“I remember students who praised the wide scope of Doug’s knowledge and his insights. Perhaps his sometimes gruff exterior made first-year students a bit nervous and maybe study harder, but colleagues and students who knew him better saw a warm, softer human being who held many lofty ideas about life.” – Dr. Kent Palmer, Professor Emeritus of Biology
“Dr. Fickess was one of the many colleagues of my father that I would see when I visited his office in Coulter as a kid. In the back of my child’s mind he was like the Bruce Lee of Westminster because of his reputation as a Judo master. I remember thinking when I was 11 or 12, ‘Don’t make this guy mad.’ Turns out, he was a really nice guy.” – Brian Sloss, ‘90
Robert Adam Seelinger, PhD
University of Missouri-Columbia
MA, Brown University, Providence, RI
BA, Dickinson College, Carlisle, PA
“Bob was such a gentle soul and someone who was always looking to nurture others. He was always incredibly kind to me. We had some great times together, where we just talked about life and his hopes for retirement.” – Dr. David Jones, Professor of Psychology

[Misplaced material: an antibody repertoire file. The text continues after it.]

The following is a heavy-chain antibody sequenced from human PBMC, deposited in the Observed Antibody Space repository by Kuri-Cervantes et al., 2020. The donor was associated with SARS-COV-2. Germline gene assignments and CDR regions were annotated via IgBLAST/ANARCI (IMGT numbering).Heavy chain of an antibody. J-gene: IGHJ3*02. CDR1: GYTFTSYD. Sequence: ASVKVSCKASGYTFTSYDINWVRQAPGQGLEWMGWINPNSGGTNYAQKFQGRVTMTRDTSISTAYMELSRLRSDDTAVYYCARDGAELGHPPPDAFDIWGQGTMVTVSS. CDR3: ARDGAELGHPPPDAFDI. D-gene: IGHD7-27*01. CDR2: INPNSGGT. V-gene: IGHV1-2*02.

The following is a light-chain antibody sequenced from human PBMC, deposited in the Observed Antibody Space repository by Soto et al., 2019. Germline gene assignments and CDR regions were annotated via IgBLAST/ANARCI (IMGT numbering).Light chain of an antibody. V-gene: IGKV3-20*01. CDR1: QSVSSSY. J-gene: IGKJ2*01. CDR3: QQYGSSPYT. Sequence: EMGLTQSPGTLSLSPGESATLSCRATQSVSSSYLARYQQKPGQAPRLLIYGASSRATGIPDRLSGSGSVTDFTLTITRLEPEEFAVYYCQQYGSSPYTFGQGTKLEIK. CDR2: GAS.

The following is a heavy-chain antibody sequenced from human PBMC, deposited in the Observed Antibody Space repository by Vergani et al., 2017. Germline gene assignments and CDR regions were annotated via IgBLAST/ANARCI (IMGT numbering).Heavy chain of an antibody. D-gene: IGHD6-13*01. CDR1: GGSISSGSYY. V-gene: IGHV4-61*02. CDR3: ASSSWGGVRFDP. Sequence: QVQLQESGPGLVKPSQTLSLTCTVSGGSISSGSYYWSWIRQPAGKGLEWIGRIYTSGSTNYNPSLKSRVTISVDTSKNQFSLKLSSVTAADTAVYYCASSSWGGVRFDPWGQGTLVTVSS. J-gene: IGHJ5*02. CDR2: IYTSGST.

“Bob will always hold a special place in my heart. He was an excellent teacher who, without fail, seemed to bring out the best student in me — a feat unto itself! I always found myself asking new questions, wanting to learn more about antiquity, changing my perspective. But most importantly, he was just a damn good guy with a keen wit and a great sense of humor. I remember meeting Bob and his wife in Athens the summer after graduation. They were on a sabbatical dig that summer, and I remember we had dinner and strolled the streets of Athens at dusk, chatting and soaking up modern downtown Athens. It was lovely.” – Jason Knowles, ‘92